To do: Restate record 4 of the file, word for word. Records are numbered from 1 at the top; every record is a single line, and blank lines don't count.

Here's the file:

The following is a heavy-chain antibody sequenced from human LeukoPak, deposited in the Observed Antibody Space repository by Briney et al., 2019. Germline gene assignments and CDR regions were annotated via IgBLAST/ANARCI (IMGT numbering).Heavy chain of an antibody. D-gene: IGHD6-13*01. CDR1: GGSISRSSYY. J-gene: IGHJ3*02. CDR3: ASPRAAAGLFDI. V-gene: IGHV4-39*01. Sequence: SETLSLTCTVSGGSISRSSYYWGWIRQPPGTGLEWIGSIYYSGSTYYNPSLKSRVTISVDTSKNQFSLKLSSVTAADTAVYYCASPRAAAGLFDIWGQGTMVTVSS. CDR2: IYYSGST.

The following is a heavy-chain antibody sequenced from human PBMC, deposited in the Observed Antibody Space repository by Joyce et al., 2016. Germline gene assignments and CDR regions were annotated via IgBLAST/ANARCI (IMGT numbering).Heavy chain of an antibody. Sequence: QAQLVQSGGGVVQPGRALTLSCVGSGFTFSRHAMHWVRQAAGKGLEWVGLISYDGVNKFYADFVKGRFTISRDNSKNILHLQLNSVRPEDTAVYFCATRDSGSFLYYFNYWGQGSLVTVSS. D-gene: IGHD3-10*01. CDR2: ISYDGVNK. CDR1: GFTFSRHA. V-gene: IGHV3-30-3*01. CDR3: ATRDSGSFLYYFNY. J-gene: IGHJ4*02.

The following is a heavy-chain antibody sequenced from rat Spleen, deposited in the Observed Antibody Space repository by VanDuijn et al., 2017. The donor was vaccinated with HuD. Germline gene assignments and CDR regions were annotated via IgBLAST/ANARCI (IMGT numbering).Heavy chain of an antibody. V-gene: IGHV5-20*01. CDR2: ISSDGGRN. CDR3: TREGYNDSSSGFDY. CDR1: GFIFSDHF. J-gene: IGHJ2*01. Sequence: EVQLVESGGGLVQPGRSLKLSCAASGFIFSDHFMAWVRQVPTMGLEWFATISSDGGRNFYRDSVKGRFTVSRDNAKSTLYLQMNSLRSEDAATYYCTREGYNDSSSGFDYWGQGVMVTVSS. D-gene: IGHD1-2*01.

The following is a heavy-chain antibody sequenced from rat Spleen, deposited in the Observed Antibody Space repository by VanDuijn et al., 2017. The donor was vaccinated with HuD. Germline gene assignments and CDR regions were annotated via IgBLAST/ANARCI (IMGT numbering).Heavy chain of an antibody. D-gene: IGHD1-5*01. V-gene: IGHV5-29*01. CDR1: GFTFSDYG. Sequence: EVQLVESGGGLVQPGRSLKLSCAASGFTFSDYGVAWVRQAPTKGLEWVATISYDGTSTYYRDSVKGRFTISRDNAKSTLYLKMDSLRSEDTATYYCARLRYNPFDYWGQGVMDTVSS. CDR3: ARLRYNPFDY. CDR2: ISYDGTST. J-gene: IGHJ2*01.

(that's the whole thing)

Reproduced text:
The following is a heavy-chain antibody sequenced from rat Spleen, deposited in the Observed Antibody Space repository by VanDuijn et al., 2017. The donor was vaccinated with HuD. Germline gene assignments and CDR regions were annotated via IgBLAST/ANARCI (IMGT numbering).Heavy chain of an antibody. D-gene: IGHD1-5*01. V-gene: IGHV5-29*01. CDR1: GFTFSDYG. Sequence: EVQLVESGGGLVQPGRSLKLSCAASGFTFSDYGVAWVRQAPTKGLEWVATISYDGTSTYYRDSVKGRFTISRDNAKSTLYLKMDSLRSEDTATYYCARLRYNPFDYWGQGVMDTVSS. CDR3: ARLRYNPFDY. CDR2: ISYDGTST. J-gene: IGHJ2*01.